Hall Bath Update – The Details!


Brighter! Whiter! No longer the color of a peach crayon!

Over the Christmas break when I had some decent time off from work, I decided to start chipping away at the bathroom “fix it” list. There are lots of items on that list, but fortunately they are all cosmetic. I must say that I’m thankful to have a fully-functioning bathroom, even if it is in dire need of a makeover. 

I figured the easiest part was to paint the cabinet and mirror glossy white over the flat (yes, FLAT) peach color that was there before.

Now, I know you’re probably thinking… “Hey, don’t you think peach is sort of a weird color to paint a bathroom vanity and mirror?” Well I thought it was weird too at first, but then I realized, “But wait, the shower tile is peach… so it all MATCHES. It all makes so much sense now!” 


Peach colored tile… I’m sure this color was très chic in the ’60s.

Just kidding… the peachy color is SUPER weird! Or should I say… WAS super weird? Hasta la vista, peachy! The vanity and mirror look 100% cleaner and fresher now with a few coats of paint.


To dress up the very blah cabinet doors, I added lattice moulding to make them more “shaker style.” I had to do some pretty… “creative” wood filling on the rounded door fronts. Hopefully you can get the gist from the pictures below.







Once I was on a roll making over the vanity, I decided I had to rip out the “base tile” that went around the whole bathroom. What had happened was… I was painting the walls in a greige color that I knew I loved (Behr Sculptor’s Clay), but it looked totally strange. I couldn’t tell whether it was because of the lighting in that room or if it was just clashing with the peach-colored tile. So you see, I HAD to remove the tile before I could finish painting the room. Seriously, it seemed like the only logical thing to do.

Here’s my actual thought process, which was fairly logical (albeit brief). I measured the height of the tile and then measured the height of the baseboard in the hallway. When I saw that they were the same, I knew I could rip out the tile and cover the damaged part of walls with baseboard. If the tile had been taller than the baseboard, I would have had to go a different route – probably beadboard – to cover the damaged drywall.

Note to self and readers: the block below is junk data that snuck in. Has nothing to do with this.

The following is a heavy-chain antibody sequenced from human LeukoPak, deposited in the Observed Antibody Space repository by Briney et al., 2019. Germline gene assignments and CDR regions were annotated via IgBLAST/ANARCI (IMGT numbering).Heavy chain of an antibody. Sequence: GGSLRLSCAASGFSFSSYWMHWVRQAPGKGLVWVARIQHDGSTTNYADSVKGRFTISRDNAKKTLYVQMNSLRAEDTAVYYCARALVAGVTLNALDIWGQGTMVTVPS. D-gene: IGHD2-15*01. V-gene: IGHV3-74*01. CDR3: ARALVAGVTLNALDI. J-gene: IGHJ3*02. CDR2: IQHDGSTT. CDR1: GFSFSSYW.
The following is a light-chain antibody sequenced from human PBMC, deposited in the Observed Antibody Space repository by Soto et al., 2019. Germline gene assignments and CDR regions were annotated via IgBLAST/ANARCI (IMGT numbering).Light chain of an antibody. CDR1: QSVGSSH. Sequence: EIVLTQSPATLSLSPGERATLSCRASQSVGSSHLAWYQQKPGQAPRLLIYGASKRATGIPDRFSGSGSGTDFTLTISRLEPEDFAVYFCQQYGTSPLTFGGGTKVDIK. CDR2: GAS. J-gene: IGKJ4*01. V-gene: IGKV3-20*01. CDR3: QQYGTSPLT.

Lastly, I attempted the faux granite painted counter idea I saw on Pinterest.

It turned out OK… but i will probably still end up replacing it with stone at some point. For now I’m just happy that it’s not creamy yellow anymore! Hooray!

Next, we are planning to re-tile the shower and add a jetted tub, but that’s a ways down the road. A nice new shower curtain will buy us some time by covering up that part of the room. 😀

I always say this, but it’s amazing what a difference a few coats of paint make!

Thanks for taking a peek at the work in progress!

Until next time,


Hall Bath Update Sneak Peak


Have you ever thought, “I need a change, like… right now!”? I certainly have – in fact it probably happens about every other week. Luckily, it usually involves paint and power tools rather than some sort of lifestyle overhaul. Or haircut. That would just be unreasonable.

But really, it seems like every few weeks I get a sudden urge to fix or change something around the house (which I can only assume is totally reasonable). If I think about a project too much, I tend to agonize over the details and end up with decorating paralysis, which is a real thing. So, I find I work best when I let myself be spontaneous. Spontaneous remodeling… that’s a thing too, right?

It is SO helpful to have a borderline out of control stockpile moderate stash of leftover paint, caulk, glue, rollers, and other necessary stuff when I decide something needs to get done RIGHT NOW. In other news, “helpful hoarding” is now also a thing.

Over the past couple of weeks I have:

  • Painted the mirror and vanity cabinet (glossy white – what else!?)
  • Added trim to the cabinet doors to make them look more “shaker” style
  • Painted the walls greige (over the previous yellowish-khaki color)
  • Ripped out the base tile and installed base boards
  • Faux painted the countertop (over the previous off-white color)

So with just a few days of work and at a minimal expense, we are well on our way to a fresh-looking hall bath!

I still need to re-tile the shower and replace the vanity light, but those will probably have to wait a while since they require purchasing materials and ripping out walls. I did everything to this point with paint and supplies that I had on hand — with the exception of the trim and baseboard, which I had to pick up at the hardware store.

The full post is under construction, so stay tuned for more details!


Blue and White Master Bedroom

Hey y’all! The good news is that I’m alive and not lost wandering aimlessly around some antique store. That was yesterday. The better news is that I finally (mostly) finished decorating our master bedroom and it now has the warm and soothing feel that I was going for.

So let’s cut to the chase and get straight to the before and after pics. That’s what we all really care about anyway, right?!! (I know I’m not the only one…)

Before: Original brick fireplace and sage green walls

IS-1r98nlcgvh74tAfter: Painted fireplace and green/blue walls.

For the curtains, I used one blackout panel per window… they are awesome to draw closed on a Saturday morning, or for an afternoon nap! This picture was taken at night so you don’t get the great natural light effect…. sadly.


I added shelves on either side of the fireplace to broaden that focal point. Target had cute ones… 2 for $24.

At first, I went opaque white on the fireplace and then was all… “OH NOOOOO… WHAT HAVE I DONE?” It. Looked. Terrible. Stark white. Loudly white. I proceeded to walk away from the job for approximately 3 months. (See how that sounds more calculated than “I panicked and ran the opposite direction”?) Then one day I woke up and realized I could faux paint some dimension back into the brick, which is exactly what I did. Here you can see the “mid-point” where I had just started adding the faux paint to the left side on top of the solid white.